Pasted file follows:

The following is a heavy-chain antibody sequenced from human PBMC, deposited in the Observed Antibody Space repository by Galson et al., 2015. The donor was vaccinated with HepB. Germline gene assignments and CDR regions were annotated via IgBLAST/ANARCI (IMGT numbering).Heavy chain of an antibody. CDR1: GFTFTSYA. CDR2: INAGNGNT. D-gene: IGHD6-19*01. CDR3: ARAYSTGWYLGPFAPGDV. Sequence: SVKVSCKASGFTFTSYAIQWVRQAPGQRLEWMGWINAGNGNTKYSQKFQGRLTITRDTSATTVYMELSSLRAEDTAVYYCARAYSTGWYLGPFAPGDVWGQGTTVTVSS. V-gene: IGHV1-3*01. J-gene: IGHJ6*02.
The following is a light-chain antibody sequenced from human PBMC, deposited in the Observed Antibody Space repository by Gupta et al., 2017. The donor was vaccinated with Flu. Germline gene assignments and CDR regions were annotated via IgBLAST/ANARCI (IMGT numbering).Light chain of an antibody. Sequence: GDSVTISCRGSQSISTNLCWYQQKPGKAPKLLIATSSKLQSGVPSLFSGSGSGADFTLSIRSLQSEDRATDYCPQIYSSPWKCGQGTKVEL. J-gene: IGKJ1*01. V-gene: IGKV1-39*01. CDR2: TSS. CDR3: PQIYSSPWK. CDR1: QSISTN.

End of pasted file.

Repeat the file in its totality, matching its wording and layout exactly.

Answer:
The following is a heavy-chain antibody sequenced from human PBMC, deposited in the Observed Antibody Space repository by Galson et al., 2015. The donor was vaccinated with HepB. Germline gene assignments and CDR regions were annotated via IgBLAST/ANARCI (IMGT numbering).Heavy chain of an antibody. CDR1: GFTFTSYA. CDR2: INAGNGNT. D-gene: IGHD6-19*01. CDR3: ARAYSTGWYLGPFAPGDV. Sequence: SVKVSCKASGFTFTSYAIQWVRQAPGQRLEWMGWINAGNGNTKYSQKFQGRLTITRDTSATTVYMELSSLRAEDTAVYYCARAYSTGWYLGPFAPGDVWGQGTTVTVSS. V-gene: IGHV1-3*01. J-gene: IGHJ6*02.
The following is a light-chain antibody sequenced from human PBMC, deposited in the Observed Antibody Space repository by Gupta et al., 2017. The donor was vaccinated with Flu. Germline gene assignments and CDR regions were annotated via IgBLAST/ANARCI (IMGT numbering).Light chain of an antibody. Sequence: GDSVTISCRGSQSISTNLCWYQQKPGKAPKLLIATSSKLQSGVPSLFSGSGSGADFTLSIRSLQSEDRATDYCPQIYSSPWKCGQGTKVEL. J-gene: IGKJ1*01. V-gene: IGKV1-39*01. CDR2: TSS. CDR3: PQIYSSPWK. CDR1: QSISTN.